Plano, TX—Saying that JCPenney’s “leaner and more simplified operating structure is fundamentally complete,” Ron Johnson, the retailer’s ceo, said today that another 350 employees would be eliminated from its headquarters here.
“In April, we began right-sizing our headquarters from a people perspective to align our teams with JCPenney’s new business model,” Johnson said. “The actions taken today mark the final phase of those efforts. We have simplified processes, removed unnecessary work and reduced layers to help us make better and faster decisions. While difficult, these decisions are in the long-term interests of jcp and our stakeholders.”
When JCPenney announced its new Fair and Square pricing strategy earlier this year, the company said it targeted $900 million in expense savings. The company said that target would be met by the end of this year—one year ahead of its initial plan. Some of that savings, about $200 million a year, is estimated to be from a leaner main office.
Headed for a Big Q2 Loss?
The job cuts, which had been rumored for weeks, follow JCPenney’s dismal first quarter when its comparable store sales plummeted 18.9%. Since then the company has relaxed its no-sale strategy and Johnson assumed all marketing duties from Michael Francis who left the company abruptly last month.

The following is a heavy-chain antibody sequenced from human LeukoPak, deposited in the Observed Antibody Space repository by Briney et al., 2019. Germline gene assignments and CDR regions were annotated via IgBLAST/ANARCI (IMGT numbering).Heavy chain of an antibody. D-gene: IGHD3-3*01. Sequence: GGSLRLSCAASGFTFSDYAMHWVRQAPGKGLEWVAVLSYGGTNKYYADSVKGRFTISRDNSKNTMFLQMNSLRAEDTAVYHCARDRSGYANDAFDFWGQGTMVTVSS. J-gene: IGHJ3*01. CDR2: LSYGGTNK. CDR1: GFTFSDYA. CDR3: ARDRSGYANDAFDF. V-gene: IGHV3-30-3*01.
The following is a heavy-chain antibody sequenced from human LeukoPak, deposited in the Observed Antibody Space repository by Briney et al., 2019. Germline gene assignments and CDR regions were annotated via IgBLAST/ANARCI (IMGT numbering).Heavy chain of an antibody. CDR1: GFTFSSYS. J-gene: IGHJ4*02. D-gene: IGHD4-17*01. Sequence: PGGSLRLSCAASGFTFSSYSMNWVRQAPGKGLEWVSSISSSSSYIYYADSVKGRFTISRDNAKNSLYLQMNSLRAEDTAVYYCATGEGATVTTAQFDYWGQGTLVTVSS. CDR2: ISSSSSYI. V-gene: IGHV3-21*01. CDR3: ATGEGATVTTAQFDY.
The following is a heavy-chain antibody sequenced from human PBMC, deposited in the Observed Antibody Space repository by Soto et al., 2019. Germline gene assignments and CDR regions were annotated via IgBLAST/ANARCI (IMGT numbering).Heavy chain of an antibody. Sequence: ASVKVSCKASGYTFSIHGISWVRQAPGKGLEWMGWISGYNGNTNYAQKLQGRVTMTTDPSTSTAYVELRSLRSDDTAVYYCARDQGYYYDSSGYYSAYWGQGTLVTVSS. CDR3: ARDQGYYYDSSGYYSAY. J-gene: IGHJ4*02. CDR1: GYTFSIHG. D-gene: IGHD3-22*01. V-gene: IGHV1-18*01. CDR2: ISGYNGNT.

While William Ackman, whose hedge fund is the largest shareholder in JCPenney, has defended the transformation—and backed Johnson, some retail analysts remain skeptical that the everyday low price strategy will work.
Credit Suisse analyst Michael Exstein wrote in a report that JCPenney at its current sales decline, JCPenney is on track to lose about $1.6 billion in sales or 9% of its 2011sales base. “This sales erosion makes a turnaround even more daunting as the second half approaches.”
Exstein criticized the company for being slow and cancelling orders, yet refusing to markdown readytowear when competitors such as Macy’s cut prices to move stale inventory.
“The result of these actions as well as the overall weak sales pace has been profound in terms of the vendor community,” Exstein said. “In fact, the attitude of the vendors has gone from ‘we can’t be left at the station as this train leaves’ to ‘will this train ever leave the station?’”
Exstein predicts that JCPenney will post a “50-cent loss per share in the second quarter, down from prior expectations for a 31-cent loss.”